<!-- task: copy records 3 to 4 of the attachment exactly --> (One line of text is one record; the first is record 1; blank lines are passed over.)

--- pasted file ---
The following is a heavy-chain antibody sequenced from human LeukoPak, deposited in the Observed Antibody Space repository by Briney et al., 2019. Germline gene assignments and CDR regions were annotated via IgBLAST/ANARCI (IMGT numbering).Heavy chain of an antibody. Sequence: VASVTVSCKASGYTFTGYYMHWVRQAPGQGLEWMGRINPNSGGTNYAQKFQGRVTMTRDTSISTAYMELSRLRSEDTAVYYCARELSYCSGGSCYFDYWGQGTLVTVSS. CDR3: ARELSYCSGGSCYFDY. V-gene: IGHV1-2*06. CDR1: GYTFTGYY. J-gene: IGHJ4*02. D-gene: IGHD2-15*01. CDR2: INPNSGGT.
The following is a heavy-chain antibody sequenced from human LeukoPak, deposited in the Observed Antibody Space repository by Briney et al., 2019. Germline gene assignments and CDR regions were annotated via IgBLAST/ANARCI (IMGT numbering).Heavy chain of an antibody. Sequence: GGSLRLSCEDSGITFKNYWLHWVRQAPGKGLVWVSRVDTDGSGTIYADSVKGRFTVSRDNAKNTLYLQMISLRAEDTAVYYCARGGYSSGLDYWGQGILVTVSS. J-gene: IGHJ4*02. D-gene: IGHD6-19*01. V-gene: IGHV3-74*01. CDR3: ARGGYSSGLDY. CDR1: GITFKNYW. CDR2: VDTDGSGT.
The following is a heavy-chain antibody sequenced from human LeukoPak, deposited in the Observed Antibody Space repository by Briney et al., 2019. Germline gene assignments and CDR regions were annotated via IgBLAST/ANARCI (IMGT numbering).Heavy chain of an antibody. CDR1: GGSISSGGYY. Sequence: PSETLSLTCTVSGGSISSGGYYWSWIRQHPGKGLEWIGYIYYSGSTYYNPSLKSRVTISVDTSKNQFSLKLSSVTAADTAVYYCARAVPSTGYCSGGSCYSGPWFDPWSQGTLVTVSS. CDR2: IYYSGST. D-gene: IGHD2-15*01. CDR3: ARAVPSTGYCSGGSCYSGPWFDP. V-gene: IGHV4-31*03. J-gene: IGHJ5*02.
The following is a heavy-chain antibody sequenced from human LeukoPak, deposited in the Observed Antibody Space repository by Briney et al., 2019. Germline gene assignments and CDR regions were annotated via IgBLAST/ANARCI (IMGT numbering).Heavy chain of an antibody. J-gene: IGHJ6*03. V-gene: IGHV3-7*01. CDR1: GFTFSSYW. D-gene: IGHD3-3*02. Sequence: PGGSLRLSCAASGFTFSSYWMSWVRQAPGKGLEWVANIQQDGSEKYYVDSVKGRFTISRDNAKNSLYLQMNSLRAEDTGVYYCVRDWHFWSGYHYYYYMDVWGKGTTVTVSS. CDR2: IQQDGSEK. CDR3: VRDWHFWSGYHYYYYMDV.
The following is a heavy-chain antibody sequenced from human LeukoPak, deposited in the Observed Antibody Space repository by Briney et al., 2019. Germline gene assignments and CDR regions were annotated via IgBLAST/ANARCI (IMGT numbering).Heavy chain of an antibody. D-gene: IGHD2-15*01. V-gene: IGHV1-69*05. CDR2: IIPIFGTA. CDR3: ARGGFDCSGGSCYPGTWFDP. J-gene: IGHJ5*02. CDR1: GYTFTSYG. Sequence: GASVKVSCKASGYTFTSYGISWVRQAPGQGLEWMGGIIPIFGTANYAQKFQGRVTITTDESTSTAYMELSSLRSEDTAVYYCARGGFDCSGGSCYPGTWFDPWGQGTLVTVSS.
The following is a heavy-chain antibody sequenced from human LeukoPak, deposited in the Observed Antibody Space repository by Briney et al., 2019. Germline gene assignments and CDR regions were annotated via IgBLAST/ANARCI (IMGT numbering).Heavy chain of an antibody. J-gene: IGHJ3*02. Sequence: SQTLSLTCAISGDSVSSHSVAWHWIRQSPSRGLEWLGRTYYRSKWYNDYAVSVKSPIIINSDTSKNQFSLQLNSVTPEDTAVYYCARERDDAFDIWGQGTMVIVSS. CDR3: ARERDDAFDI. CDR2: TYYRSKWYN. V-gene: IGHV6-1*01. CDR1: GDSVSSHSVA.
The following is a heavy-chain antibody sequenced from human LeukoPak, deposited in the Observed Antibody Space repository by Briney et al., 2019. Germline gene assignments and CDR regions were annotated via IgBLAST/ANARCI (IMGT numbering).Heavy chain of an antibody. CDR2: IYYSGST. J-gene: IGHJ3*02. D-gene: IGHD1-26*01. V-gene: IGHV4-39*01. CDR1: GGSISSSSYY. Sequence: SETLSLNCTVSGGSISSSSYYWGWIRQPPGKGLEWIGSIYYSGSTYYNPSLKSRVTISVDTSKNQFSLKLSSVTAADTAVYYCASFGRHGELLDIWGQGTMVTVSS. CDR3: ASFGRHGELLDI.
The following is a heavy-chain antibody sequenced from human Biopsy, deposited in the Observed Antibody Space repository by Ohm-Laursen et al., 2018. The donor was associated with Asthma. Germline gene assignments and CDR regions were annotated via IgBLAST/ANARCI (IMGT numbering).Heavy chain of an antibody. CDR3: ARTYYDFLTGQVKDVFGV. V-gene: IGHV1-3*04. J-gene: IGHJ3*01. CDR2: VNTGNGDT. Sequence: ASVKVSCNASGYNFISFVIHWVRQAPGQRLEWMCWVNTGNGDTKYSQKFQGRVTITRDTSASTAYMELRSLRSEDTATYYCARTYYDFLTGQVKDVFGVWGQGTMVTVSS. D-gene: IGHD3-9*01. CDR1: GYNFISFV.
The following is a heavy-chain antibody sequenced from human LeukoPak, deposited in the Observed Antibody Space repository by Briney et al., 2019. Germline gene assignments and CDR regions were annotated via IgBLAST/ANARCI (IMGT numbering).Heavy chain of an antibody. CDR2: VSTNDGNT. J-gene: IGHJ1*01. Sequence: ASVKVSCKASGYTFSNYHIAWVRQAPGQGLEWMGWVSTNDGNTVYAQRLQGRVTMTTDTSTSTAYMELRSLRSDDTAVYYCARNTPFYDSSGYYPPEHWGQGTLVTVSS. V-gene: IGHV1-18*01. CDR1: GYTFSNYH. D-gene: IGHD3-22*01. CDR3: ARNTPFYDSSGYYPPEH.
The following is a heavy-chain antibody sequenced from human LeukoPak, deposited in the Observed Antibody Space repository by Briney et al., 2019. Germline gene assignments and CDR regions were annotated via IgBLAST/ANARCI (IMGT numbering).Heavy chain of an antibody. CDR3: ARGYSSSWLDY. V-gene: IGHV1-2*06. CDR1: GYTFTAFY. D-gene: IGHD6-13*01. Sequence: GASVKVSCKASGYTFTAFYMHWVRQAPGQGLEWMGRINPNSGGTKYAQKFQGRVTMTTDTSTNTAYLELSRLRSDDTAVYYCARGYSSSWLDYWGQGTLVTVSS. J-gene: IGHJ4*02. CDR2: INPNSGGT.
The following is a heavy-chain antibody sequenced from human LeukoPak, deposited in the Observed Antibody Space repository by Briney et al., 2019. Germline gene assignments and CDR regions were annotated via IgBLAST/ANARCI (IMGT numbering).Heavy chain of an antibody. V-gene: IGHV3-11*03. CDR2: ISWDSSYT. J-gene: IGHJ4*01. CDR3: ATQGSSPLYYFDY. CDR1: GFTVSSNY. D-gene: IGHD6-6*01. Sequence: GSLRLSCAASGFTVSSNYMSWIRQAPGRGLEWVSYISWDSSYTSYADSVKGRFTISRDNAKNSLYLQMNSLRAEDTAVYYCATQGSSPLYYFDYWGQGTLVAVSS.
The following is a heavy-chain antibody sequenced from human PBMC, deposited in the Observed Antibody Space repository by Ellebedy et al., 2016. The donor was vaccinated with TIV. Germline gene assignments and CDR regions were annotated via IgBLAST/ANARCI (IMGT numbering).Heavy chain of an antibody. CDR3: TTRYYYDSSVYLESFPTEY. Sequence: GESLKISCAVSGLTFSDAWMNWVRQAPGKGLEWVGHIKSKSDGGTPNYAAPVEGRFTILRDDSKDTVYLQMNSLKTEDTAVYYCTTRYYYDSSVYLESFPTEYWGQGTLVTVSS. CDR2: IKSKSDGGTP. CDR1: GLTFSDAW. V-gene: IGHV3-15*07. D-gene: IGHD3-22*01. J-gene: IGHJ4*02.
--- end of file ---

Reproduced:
The following is a heavy-chain antibody sequenced from human LeukoPak, deposited in the Observed Antibody Space repository by Briney et al., 2019. Germline gene assignments and CDR regions were annotated via IgBLAST/ANARCI (IMGT numbering).Heavy chain of an antibody. CDR1: GGSISSGGYY. Sequence: PSETLSLTCTVSGGSISSGGYYWSWIRQHPGKGLEWIGYIYYSGSTYYNPSLKSRVTISVDTSKNQFSLKLSSVTAADTAVYYCARAVPSTGYCSGGSCYSGPWFDPWSQGTLVTVSS. CDR2: IYYSGST. D-gene: IGHD2-15*01. CDR3: ARAVPSTGYCSGGSCYSGPWFDP. V-gene: IGHV4-31*03. J-gene: IGHJ5*02.
The following is a heavy-chain antibody sequenced from human LeukoPak, deposited in the Observed Antibody Space repository by Briney et al., 2019. Germline gene assignments and CDR regions were annotated via IgBLAST/ANARCI (IMGT numbering).Heavy chain of an antibody. J-gene: IGHJ6*03. V-gene: IGHV3-7*01. CDR1: GFTFSSYW. D-gene: IGHD3-3*02. Sequence: PGGSLRLSCAASGFTFSSYWMSWVRQAPGKGLEWVANIQQDGSEKYYVDSVKGRFTISRDNAKNSLYLQMNSLRAEDTGVYYCVRDWHFWSGYHYYYYMDVWGKGTTVTVSS. CDR2: IQQDGSEK. CDR3: VRDWHFWSGYHYYYYMDV.